Drones + software: Allies against soy diseases and pests

The use of drones as an agricultural tool is already a reality in many Brazilian farms, which use these unmanned aerial vehicles to improve productivity in the field.

However, a new technology promises to extend and further improve the use of drones in crop yields. It’s a software that, together with the agricultural monitoring drone, can detect the places of greatest infestation of pests and diseased vegetation in the agricultural crop, mainly soybeans.

This project is already in the testing phase and has been designed by the companies Horus Aircraft and Basf, in association with EMBRAPII (Brazilian Industrial Research and Innovation Company) and Sebrae.

Faster detection of pests and diseases

In general, the fight against weeds and diseases in soybean crops is based on the periodic verification of planting, with subsequent decision making. However, on some occasions, control measures end up being taken late.

The use of drones, together with specific software, makes it possible to solve this problem and provide greater control to pests and diseases, as emphasized by Fabrício Hertz, CEO of Horus Aircraft.

“The drone is the equipment that captures images with high resolution and greater geographic accuracy. The platform is responsible, through intelligent algorithms, for providing information and identifying areas with critical points and infestation of pests and diseases”.

Hertz also explains how this technology works:

“The drones capture a sequence of georeferenced images of the flight plan made in the specific software. After the flight, the producer needs to process his images so that they become a map. This image processing can be done on software or online platforms, such as Mappa Horus”.

In the software or online platform, it will be possible to upload the images, send and receive maps, as well as specific agronomic analyzes of crops, such as:

  • Counting crop individuals;
  • Row identification and planting failures;
  • Identification of pests, diseases and stress;
  • Application of vegetation indices for the analysis of plantation health;
  • Variable rate application maps; and
  • Shape file export. “These shape files can be integrated with the largest tractor brands on the market, "he adds.

Benefits of drones and software for farmers

The technology developed by the aforementioned companies allows the farmer to have at his disposal some very significant benefits, especially when compared to traditional methods or even satellites.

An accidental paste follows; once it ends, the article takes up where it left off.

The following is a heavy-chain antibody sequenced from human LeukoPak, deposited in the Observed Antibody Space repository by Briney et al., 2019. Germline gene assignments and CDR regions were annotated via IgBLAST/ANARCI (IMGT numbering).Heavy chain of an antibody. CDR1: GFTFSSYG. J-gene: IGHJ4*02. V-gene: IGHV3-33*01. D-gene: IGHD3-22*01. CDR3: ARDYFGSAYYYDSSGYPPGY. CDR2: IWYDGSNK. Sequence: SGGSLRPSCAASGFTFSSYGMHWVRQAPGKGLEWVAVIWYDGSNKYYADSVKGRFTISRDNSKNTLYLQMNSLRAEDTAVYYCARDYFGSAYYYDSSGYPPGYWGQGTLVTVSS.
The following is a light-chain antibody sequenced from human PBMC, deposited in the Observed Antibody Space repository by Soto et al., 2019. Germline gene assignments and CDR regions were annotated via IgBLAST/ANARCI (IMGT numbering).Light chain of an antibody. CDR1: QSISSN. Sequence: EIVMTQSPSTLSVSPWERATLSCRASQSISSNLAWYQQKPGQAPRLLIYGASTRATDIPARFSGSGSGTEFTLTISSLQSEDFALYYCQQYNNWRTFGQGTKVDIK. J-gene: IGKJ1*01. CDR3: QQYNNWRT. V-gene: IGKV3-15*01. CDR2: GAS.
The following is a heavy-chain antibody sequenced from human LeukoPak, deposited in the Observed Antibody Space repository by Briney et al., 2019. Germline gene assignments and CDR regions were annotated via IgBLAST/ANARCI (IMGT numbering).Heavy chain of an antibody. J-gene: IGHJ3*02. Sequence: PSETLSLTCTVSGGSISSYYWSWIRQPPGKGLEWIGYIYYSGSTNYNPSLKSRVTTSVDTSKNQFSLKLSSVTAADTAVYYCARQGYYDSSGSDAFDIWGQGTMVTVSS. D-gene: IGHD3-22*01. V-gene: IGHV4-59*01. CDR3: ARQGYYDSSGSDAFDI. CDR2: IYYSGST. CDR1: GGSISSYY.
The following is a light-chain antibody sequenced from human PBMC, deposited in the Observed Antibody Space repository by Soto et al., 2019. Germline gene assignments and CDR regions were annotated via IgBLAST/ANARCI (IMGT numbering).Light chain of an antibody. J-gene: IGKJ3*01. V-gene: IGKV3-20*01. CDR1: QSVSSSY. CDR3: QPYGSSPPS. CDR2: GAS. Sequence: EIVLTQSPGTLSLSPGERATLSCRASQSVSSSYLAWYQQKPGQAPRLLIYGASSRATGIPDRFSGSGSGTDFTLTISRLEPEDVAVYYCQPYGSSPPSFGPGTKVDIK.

In this context, Hertz says that using drones to map crops brings the following advantages:

  • Time and resource savings;
  • Information speed;
  • Monitoring frequency;
  • Data accuracy;
  • Reliable information
  • In addition to greater safety in field work.

In addition, once the problem is correctly identified, with its exact location, it will no longer be necessary to use herbicides in healthy areas.

Economic benefits of technology

In addition to the benefits described above, the adoption of this technology can also generate very important economic benefits.

According to studies, this technology will allow estimating planting lines and faults, and identifying weeds, increasing productivity by up to 20%. The integration of data obtained from drones with agricultural machinery for the application of supplies can save up to 50%.

Based on this, the CEO of Horus Aircraft explains that this technology generates savings both in the fieldwork process and with maps generated with the drones.

“In the process of field work there will be more agility, requiring only one operator. In addition, knowing what cultivation sections are developing more or less, the farmer can take quick measures to optimize production, with the consequent reduction of losses,” says Hertz.

Based on all this, it can be said that the farmer will have gains in the economy of inputs, reduction of losses and greater productivity, which will result in higher profits at the end of the season.

Finally, this type of technology is intended for producers who want to be more effective in monitoring their areas, however, Hertz explains that potential clients are agronomic consultants and service providers.

"These professionals use this technology to add value to their portfolio, which allows them to provide more accurate and agile information to the producer," he concludes.